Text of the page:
Kenmore


Kenmore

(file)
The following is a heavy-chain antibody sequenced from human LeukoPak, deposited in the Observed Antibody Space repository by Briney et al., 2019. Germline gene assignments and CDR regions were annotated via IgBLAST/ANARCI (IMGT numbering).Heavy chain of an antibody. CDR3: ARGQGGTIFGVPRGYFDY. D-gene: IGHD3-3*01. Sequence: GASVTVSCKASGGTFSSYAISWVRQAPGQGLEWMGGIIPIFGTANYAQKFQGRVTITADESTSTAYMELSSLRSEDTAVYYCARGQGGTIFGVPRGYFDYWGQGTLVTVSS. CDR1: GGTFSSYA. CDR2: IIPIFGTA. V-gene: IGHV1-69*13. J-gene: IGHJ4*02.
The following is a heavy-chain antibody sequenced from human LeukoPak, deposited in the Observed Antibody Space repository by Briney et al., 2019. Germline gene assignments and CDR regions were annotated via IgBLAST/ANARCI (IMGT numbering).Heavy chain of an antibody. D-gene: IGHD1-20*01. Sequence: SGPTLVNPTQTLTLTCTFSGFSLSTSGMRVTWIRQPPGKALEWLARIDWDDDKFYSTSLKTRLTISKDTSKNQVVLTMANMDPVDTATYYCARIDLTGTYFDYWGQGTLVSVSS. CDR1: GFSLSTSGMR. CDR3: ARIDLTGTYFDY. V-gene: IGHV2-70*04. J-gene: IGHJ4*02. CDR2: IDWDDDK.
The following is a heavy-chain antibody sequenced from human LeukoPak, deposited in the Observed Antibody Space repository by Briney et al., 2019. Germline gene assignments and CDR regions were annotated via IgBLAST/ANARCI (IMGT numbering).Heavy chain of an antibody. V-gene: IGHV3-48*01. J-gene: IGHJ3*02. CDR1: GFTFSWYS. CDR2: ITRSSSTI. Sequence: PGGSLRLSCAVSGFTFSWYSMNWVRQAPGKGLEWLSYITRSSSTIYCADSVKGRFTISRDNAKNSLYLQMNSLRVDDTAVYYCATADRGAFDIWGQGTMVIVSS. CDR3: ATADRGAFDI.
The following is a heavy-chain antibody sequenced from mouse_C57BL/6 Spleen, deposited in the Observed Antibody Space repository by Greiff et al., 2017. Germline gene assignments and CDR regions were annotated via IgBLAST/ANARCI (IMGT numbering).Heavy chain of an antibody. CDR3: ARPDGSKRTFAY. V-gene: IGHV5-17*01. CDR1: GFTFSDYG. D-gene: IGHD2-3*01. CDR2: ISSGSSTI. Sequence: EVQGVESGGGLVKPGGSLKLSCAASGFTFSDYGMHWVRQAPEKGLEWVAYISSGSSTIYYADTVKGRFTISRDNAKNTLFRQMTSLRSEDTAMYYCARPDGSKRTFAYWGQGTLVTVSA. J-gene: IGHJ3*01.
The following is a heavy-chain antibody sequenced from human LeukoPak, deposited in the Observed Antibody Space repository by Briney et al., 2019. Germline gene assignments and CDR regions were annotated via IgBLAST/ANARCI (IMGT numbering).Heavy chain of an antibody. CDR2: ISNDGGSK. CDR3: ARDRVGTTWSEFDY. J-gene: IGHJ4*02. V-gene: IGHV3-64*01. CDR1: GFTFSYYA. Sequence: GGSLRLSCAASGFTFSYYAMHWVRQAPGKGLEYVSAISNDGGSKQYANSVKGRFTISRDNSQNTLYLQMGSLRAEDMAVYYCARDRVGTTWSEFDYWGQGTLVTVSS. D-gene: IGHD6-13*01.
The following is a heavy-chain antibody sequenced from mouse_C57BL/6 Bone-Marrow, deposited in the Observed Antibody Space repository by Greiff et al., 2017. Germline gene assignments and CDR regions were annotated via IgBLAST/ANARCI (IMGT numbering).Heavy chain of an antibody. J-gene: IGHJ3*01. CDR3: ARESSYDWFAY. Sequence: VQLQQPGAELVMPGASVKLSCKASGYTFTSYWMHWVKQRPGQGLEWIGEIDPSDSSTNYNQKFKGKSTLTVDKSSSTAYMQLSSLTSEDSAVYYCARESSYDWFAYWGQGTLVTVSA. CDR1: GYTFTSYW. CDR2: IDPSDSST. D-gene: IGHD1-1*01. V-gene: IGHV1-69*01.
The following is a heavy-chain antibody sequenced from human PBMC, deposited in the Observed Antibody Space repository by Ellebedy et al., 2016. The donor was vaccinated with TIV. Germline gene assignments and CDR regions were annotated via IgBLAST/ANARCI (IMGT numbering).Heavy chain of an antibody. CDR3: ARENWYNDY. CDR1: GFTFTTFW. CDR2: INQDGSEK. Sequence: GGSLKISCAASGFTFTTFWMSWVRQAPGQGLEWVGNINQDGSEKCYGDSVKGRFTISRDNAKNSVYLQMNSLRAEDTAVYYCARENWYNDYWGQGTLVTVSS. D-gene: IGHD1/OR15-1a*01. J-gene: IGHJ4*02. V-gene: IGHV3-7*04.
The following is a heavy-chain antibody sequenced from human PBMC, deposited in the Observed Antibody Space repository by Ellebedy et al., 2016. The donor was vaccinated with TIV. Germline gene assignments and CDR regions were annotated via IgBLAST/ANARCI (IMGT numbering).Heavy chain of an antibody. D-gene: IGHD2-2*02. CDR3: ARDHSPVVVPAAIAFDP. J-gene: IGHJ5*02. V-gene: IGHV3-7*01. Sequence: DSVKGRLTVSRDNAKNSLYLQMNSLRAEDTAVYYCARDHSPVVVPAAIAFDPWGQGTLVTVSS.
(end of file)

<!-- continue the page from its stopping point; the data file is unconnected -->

KENMORE, a parish, in the county of Perth; containing, with the villages of Acharn, Blairmore, Bridgend, and Stronfernan, 2539 inhabitants, of whom 106 are in the village of Kenmore, 6 miles (S. W. by W.) from Aberfeldy. This place derives its name, in the Gaelic language signifying "a great headland," from the situation of its church on a headland forming the south bank of the river Tay, near its source, and stretching far into the lake of that name. The parish comprises an area of nearly sixty-two square miles, of extremely irregular form, and in several parts separated into detached portions by the intervening lands of other parishes; it is bounded on the north and south by the hills that rise from the shores of Loch Tay, and comprises about 40,000 acres of land, of which 5400 are arable, 8600 meadow and pasture, 5000 woods and plantations, and the remainder moorland and waste. The surface, with the exception of that part of it covered with the water of the several lakes situated in the parish, is mountainous and hilly, with small portions of level ground, the chief of these being a part of the valley of the Tay, a fine open plain about a mile in width, through which that river flows with a full and rapid stream. Loch Tay, a magnificent expanse of water, nearly sixteen miles in length, and averaging about a mile in breadth, is of a serpentine form, extending from the north-east to the south-west, and is in many parts not less than 600 feet in depth. From the margin of the lake, on both sides, the surface rises gradually to a great height, forming two almost parallel ranges of mountains, of which Ben-Lawers, the highest, has an elevation of more than 4000 feet above the level of the sea. The lower acclivities of these mountains are in some parts in a high state of cultivation, and in others afford luxuriant pasture, interspersed with woods of ancient growth, and plantations of recent formation, giving to the scenery of the lake a rich variety, which renders it pre-eminent in beauty. The lake, at its southwestern extremity, receives the waters of the rivers Dochart and Lochay, and on both sides is fed by numerous torrents, which descend from the mountains, and in their progress form picturesque cascades. Loch Fraochy, of which part is within the limits of the parish, is a fine sheet of water, about two miles and a half in length and nearly one mile in average breadth; it is situated in Glenquaich, a sequestered dell to which the Quaich, a mountain torrent in this parish, gives its name. The scenery in this part is, however, destitute of beauty, the dell possessing no features of interest, and the shores of the lake being little more than a dead swamp. The river Tay issues from the north-eastern extremity of the loch of that name, and, flowing through the parks of Taymouth, the vale of Tay, part of Strathmore, and along the Carse of Gowrie, falls into the North Sea below Dundee. Of the numerous cascades formed by the various mountain streams, the principal is the fall of Acharn, or the Hermitage, about two miles from the village of Kenmore, and which is strikingly grand. Salmon are found in Loch Tay, and for a short distance up the Dochart and Lochay; and pike, perch, eels, char, and trout are abundant in both the lakes: the trout in Loch Fraochy, though small, are of excellent quality, and in great request.